For many years, this kind of move would have resulted in a TRAVELING VIOLATION. The rules commitees have the right to change rules...fair enough.

Still doesnt mean that some old school fans of the game cant see it as a travel.
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Old Thu Feb 02, 2006, 10:05pm
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Quote:
Originally posted by mrkleen
Chuck

This rule was amended in 2004, so dont act like it is perfectly clear and anyone that is confused by it is stupid.
I have rulebooks back to 2000 handy (and older ones somewhere else) and the rule is exactly the same in that 2000 book.

I'm not saying you're stupid. I'm saying you clearly don't know the rule. And you didn't. If Mark DeNucci makes a trip to his attic this weekend, maybe he can tell us exactly when the jump stop provision was added in the traveling definition.
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Old Thu Feb 02, 2006, 10:29pm
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Quote:
Originally posted by mrkleen
I see it now. Added it in 2004, but it still makes no sense to me.

How can you have no pivot foot?

Even if you suppose the rule as it is written: when you land on both feet simultaneously, then either can be the pivot foot.

OK. So as you go to jump again, the left one comes up first (so this is NOW the right is your pivot foot) As soon as you lift the right one...you have just traveled.

It is rule changes like this that errode the fundamentals imo.

You went on another thread and claimed you have been playing, coaching and officiating for 30 years and you do not know why this rule is the way it is?

It is legal and it was legal when I was playing over 20 years ago. We were taught to do the move when I played in HS.

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Old Thu Feb 02, 2006, 10:54pm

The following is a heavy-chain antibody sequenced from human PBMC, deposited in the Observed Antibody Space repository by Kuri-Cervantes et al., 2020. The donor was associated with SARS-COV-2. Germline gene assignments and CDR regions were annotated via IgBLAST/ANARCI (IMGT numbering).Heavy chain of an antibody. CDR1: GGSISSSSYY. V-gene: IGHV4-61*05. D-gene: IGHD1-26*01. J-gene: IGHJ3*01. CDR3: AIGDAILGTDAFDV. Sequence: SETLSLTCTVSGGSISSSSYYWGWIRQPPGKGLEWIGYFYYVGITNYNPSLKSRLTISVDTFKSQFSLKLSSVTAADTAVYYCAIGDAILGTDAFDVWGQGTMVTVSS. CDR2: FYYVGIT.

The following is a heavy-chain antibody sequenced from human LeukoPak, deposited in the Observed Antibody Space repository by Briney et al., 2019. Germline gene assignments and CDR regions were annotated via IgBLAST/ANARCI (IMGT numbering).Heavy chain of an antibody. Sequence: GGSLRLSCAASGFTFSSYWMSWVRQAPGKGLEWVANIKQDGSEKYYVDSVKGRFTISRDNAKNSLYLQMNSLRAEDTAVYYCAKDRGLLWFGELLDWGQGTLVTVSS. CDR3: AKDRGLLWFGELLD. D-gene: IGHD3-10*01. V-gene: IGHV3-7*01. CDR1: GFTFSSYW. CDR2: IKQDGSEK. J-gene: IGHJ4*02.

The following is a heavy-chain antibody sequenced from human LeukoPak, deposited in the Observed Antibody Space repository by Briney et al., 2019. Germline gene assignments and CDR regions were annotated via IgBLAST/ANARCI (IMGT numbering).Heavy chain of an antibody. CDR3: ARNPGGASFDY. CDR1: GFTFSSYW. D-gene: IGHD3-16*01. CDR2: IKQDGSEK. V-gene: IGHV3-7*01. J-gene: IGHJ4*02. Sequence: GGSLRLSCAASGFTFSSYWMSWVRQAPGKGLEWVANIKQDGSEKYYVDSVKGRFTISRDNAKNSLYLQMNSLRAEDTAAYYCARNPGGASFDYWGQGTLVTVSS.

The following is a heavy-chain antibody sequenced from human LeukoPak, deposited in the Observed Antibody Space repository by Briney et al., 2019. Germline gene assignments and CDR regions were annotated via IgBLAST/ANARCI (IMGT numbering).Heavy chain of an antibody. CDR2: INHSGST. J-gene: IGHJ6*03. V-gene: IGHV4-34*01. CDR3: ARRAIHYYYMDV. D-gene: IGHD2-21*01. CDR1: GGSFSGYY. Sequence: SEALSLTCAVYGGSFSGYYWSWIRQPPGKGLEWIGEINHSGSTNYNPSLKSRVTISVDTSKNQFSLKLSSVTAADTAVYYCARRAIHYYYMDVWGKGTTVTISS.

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The rule has not changed. Neither has the interpretation. It's been the same for years. But you're definitley confused by it and I can understand that.

There are two different jump stops.

1- Player catches the ball with neither foot on the floor.
a- If he lands on both feet simultaneously, either foot can be the pivot.
b- If he lands on one foot followed by the other, the first foot to land is the pivot.

2- Player catches the ball with one foot on the floor.
a- He must land on both feet simultaneously. If he lands one, then the other, he's traveled.
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Old Thu Feb 02, 2006, 11:02pm
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for clarification, you get a step---and a half-----when the left foot hits, that becomes the pivot foot...when the right foot hits, that is your ONE step...you then get a half of a step by lifting the pivot foot. And then shooting, or passing, before the pivot foot hits the floor, which would make two steps and a travel. You have never been able to have two steps...only a step and a half....
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Old Fri Feb 03, 2006, 12:05am
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Quote:
Originally posted by Skarecrow